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Good Water is Also Good for Appliances

Good water is good for your home and appliances, too. A 2009 study commissioned by the Water Quality Research Foundation (WQRF) and conducted by the Battelle Memorial Institute found that adding a water softener helps water heaters and major appliances operate as efficiently as possible, while preventing clogs in showerheads, faucets, and drains. [Note: Ad or content links featured on this page are not necessarily affiliated with WQA and should not be considered a recommendation or endorsement by WQA.]


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For example, researchers ran dishwashers and washing machines for 30 days and 240 wash cycles. They ran softened water through half of the units, while using a hard water source for the others. At the end of the month, the washers using softened water were nearly free of scale buildup, but the washers using hard water required scale removal to work well.


As for water heaters, the researchers found that when they used softened water, the units maintained their original factory efficiency rating for as long as 15 years. Running hard water through the units cut efficiency by up to 48 percent. Scale buildup shortened the lifespan of the heating elements inside electric water heaters, and some tankless water

heaters using hard water failed after just 1.6 years!


The researchers found that showerheads performed well on soft water, but those running with hard water lost 75 percent of their flow rate in less than 18 months. When running hard water through faucets, the strainers on the faucets clogged within 19 days.


Softened water can save you money by keeping appliances at top efficiency, and making them last longer. The amount of dish and laundry detergent you use can be cut in half, or even more, if you use softened water. You can also lower wash temperatures from hot to cold without a drop in performance, according to two other independent studies.


Studies conducted by independent test firm Scientific Services S/D, Inc., of New York, showed that using softened water can:

  • Reduce detergent use by 50 percent in washing machines and save energy by making it possible to wash in 60ºF cold water instead of 100ºF hot water, while achieving the same or even better stain removal along with whiter clothes.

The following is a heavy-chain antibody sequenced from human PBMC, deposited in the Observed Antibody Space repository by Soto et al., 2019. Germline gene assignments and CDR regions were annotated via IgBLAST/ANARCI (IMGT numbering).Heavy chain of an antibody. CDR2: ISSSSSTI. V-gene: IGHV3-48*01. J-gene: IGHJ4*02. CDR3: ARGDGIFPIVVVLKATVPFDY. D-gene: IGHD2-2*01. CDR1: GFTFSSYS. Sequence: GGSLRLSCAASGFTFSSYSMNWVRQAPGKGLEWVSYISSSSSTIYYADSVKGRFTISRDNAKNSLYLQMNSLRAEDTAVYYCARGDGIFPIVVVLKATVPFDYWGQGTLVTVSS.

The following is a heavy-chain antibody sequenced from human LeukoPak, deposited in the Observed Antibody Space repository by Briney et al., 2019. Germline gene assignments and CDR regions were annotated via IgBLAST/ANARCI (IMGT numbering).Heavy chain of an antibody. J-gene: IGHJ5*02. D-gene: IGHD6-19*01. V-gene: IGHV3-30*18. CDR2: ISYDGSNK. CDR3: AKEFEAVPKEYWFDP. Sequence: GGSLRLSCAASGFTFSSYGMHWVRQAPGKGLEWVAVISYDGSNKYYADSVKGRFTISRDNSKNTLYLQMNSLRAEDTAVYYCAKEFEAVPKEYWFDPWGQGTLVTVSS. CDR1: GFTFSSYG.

• Achieve the same cleaning results in dishwashers while using less than half the detergent.
Save appliances, save money, and save the planet, too. If you’re using less energy to heat (softened) water, you’re reducing your carbon footprint. And if you’re using less detergent, that means less is going down the drain, reducing harm to the environment.

Adapted from Water Treatment For Dummies. For a complimentary copy, visit,



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Good Water is Also Good for Appliances:  Created on October 20th, 2013.  Last Modified on May 5th, 2015


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About Water Quality Association (WQA)

Water Quality Association (WQA)

The Water Quality Association is a not-for-profit international trade association representing the residential, commercial, and industrial water treatment industry. Its membership consists of both manufacturers/suppliers and dealers/distributors of equipment and services. WQA is a resource and information source, a voice for the industry, an educator of professionals, a laboratory for product testing, a certifier of products, and a means for communicating with the public. WQA has more than 2,500 members.


The WQA was founded in 1974 and started offering certification of water treatment professionals in 1977. It sets standards of knowledge for water treatment businesses and equipment installers, and promotes ethical selling practices among those offering water quality solutions. Professionals earn a three-year certification by meeting strict criteria, passing an exam on water chemistry and treatment technologies, and abiding by a strong code of ethics and legal requirements.

To find WQA-Certified Professionals or WQA Certified Products,  visit the WQA website at Download WQA's Quick Guide to Water Filtration.



Information provided by The Healthy House Institute is designed to support, not to replace the relationship between patient/physician or other qualified healthcare provider.

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